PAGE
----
Fast forward now to the mid-1970s. In the wake of the energy shocks created by the Arab Oil Embargo (not to mention increasing environmental awareness), there was more technical, industrial, and commercial interest in developing renewable energy technology. Drawing on their experience in the design and building of the Wind Furnace 1 (WF1) wind turbine for the University of Massachusetts wind energy program, a group of graduates founded US Windpower and installed the world’s first wind farm in 1980. Located on a shoulder of Crotched Mountain, New Hampshire, the wind farm utilized twenty 30 Kilowatt (KW) rated wind turbines to build a generation capacity of 600KW. Like WF1 before, these wind turbines capitalized on the ability to adjust the pitch of the turbine propeller blades.

Following World War II, aircraft were equipped with adjustable pitch propellers in order to get the most efficient thrust from the propeller. With a similar technology adapted to wind turbine propellers, their pitch can adjusted so that they turn their generator at the most efficient speed in any given wind speed. If the wind is too fast, the blades can be turned flat or “feathered” to shut down the propeller. Though a mere fledgeling representation of what wind energy would become decades later, this innovation was enough to ignite millions of dollars of investment in wind farm sites in California. By 1985, 12,553 wind generators had been built in the state, accounting for 911MW (96 percent) of total US wind capacity, and all of it was going to electric utilities through the state’s electric grid.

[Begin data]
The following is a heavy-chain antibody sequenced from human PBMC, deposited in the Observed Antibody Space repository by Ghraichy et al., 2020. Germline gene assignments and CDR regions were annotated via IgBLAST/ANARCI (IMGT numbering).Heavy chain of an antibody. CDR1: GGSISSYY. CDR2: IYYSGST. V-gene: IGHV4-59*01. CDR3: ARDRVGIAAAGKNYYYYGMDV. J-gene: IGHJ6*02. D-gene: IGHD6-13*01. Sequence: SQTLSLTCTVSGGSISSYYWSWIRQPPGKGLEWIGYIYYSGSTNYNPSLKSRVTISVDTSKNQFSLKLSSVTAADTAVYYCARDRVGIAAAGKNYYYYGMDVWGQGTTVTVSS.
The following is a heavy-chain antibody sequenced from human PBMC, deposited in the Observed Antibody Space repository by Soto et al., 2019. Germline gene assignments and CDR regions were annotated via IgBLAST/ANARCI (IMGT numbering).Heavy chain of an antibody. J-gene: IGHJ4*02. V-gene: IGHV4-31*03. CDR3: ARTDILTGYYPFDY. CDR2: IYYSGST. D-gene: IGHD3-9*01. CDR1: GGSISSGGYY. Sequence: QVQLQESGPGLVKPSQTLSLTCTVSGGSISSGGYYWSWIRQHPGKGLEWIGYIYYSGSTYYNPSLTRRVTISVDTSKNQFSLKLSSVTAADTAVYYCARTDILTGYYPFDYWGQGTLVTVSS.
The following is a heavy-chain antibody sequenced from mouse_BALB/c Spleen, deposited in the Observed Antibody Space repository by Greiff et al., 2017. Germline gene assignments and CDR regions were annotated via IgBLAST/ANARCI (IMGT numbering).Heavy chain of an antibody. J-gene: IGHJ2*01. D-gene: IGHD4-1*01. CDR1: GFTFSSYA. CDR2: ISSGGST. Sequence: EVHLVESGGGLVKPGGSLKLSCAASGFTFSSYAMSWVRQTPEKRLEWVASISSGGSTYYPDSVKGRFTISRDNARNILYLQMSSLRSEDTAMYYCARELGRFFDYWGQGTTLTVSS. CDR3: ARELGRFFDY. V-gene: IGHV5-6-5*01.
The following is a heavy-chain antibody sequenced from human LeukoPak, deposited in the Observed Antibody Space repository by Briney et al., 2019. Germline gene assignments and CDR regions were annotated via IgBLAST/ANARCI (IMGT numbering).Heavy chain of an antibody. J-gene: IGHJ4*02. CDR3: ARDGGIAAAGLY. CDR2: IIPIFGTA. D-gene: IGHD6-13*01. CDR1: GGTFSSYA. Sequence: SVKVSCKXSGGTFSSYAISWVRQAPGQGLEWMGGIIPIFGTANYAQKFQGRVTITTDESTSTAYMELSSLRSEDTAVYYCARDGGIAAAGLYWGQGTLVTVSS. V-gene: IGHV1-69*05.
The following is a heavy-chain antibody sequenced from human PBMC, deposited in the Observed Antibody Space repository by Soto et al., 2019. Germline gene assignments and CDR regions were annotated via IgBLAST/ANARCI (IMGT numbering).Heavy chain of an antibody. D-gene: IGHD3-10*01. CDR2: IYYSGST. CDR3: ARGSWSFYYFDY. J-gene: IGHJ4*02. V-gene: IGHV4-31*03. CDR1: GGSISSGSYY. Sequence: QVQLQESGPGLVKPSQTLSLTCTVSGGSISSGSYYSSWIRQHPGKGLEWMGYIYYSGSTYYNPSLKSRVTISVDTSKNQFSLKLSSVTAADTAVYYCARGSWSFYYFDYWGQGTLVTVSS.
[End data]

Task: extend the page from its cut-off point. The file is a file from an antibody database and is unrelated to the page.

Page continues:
Fifty years after the REA had all but snuffed it out, the wind energy industry had begun to rise from the the ashes as a potentially viable renewable energy source.

Next Week: Understanding the US Wind Energy Industry (Part 2 – The Present)

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About 

A native of Wyomissing Hills, PA, Vernon Trollinger studied writing and film at the University of Iowa, later earning his MA in writing there as well. Following a decade of digging in CRM archaeology, he now writes about green energy technology, home energy efficiency, DIY projects, the natural gas industry, and the electrical grid.